Some of my favorite archives have actually been the big, institutional ones. While working on my dissertation/book, I got to visit the Bancroft a couple times, and became friends with one of the staff there. David and I bonded over our mutual love of baseball, but I think he also specialized in adopting young researchers. He made his own bread and sometimes brought sandwiches for me (as well as the lifeguards at the pool where he swam in the mornings, and other grad students working at the archive). And the place itself was a beautiful location to work -- the reading room was large and airy, with floor-to-ceiling windows that let in all that wonderful California light. I haven't been back since they retrofitted the place for earthquakes, but I hope to have an excuse to go there again soon!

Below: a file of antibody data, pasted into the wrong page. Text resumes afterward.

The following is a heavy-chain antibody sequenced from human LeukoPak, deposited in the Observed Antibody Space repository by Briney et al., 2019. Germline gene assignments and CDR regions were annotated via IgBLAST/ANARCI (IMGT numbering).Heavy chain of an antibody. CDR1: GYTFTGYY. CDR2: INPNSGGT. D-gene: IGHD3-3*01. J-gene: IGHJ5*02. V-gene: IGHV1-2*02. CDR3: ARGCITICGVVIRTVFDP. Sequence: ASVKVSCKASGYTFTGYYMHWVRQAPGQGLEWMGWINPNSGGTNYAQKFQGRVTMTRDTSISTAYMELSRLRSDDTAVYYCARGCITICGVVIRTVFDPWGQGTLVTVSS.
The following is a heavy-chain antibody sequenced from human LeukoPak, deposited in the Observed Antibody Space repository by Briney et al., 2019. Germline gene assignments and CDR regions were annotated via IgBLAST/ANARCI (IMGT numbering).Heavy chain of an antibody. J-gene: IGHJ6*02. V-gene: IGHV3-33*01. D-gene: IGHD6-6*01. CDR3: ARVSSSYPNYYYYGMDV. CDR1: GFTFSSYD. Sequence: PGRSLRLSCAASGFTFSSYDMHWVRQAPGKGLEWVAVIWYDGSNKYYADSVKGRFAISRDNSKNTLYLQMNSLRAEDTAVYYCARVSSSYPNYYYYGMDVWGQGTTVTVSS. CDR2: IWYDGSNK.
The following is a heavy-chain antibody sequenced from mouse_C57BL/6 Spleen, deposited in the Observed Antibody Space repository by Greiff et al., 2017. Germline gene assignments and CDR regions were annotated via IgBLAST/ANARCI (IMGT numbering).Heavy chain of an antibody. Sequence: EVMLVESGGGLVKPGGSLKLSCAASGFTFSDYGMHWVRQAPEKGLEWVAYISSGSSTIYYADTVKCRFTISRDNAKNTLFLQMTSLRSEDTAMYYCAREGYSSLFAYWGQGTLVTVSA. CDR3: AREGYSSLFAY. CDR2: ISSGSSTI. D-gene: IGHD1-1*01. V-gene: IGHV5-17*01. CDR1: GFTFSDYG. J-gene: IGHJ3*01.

I also spent about a month one summer at the Archivo General de la Nacion (General Archive of the Nation, or AGN) in Mexico City. As a research experience this wasn't the smoothest: to get a photocopy of something, one had to mark the beginning and the end in the volume, then fill out a form in quintuplicate. I always had to fill it out twice because, no matter how hard I pressed, I could never get past the third layer of paper. Then, let's see, one left a copy in the copy room, took another copy out of the building to the cashier, brought back the "paid" slip, and then waited. And waited. And waited. For days. But the place was also very cool because it was in a building that used to be a prison -- a PANOPTICON -- so each section was housed in a different arm of the prison. In the arm I was working in, the documents were kept in the cells. And the American researchers formed a wonderful impromptu social group, going out for lunches and spending afternoons together when the archive closed unexpectedly for staff meetings and the like. So despite the frustrations of the bureaucracy, it was a lovely place for a research stint.